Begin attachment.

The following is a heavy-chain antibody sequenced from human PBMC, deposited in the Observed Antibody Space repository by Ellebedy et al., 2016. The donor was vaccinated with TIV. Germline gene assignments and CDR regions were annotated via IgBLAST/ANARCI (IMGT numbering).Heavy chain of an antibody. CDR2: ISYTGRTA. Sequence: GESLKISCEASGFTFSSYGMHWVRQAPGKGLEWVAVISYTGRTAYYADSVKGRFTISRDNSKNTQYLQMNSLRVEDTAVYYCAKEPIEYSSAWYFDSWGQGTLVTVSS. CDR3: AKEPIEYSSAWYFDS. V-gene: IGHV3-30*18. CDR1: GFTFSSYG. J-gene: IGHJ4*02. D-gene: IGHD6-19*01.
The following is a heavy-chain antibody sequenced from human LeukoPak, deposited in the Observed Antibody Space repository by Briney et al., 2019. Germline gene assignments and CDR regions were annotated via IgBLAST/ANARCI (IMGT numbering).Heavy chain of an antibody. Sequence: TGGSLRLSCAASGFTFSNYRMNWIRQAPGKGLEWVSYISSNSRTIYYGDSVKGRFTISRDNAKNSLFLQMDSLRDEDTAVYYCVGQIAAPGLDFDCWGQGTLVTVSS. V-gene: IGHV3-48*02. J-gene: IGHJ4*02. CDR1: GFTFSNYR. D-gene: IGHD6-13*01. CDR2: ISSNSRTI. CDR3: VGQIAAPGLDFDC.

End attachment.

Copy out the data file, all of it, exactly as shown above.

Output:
The following is a heavy-chain antibody sequenced from human PBMC, deposited in the Observed Antibody Space repository by Ellebedy et al., 2016. The donor was vaccinated with TIV. Germline gene assignments and CDR regions were annotated via IgBLAST/ANARCI (IMGT numbering).Heavy chain of an antibody. CDR2: ISYTGRTA. Sequence: GESLKISCEASGFTFSSYGMHWVRQAPGKGLEWVAVISYTGRTAYYADSVKGRFTISRDNSKNTQYLQMNSLRVEDTAVYYCAKEPIEYSSAWYFDSWGQGTLVTVSS. CDR3: AKEPIEYSSAWYFDS. V-gene: IGHV3-30*18. CDR1: GFTFSSYG. J-gene: IGHJ4*02. D-gene: IGHD6-19*01.
The following is a heavy-chain antibody sequenced from human LeukoPak, deposited in the Observed Antibody Space repository by Briney et al., 2019. Germline gene assignments and CDR regions were annotated via IgBLAST/ANARCI (IMGT numbering).Heavy chain of an antibody. Sequence: TGGSLRLSCAASGFTFSNYRMNWIRQAPGKGLEWVSYISSNSRTIYYGDSVKGRFTISRDNAKNSLFLQMDSLRDEDTAVYYCVGQIAAPGLDFDCWGQGTLVTVSS. V-gene: IGHV3-48*02. J-gene: IGHJ4*02. CDR1: GFTFSNYR. D-gene: IGHD6-13*01. CDR2: ISSNSRTI. CDR3: VGQIAAPGLDFDC.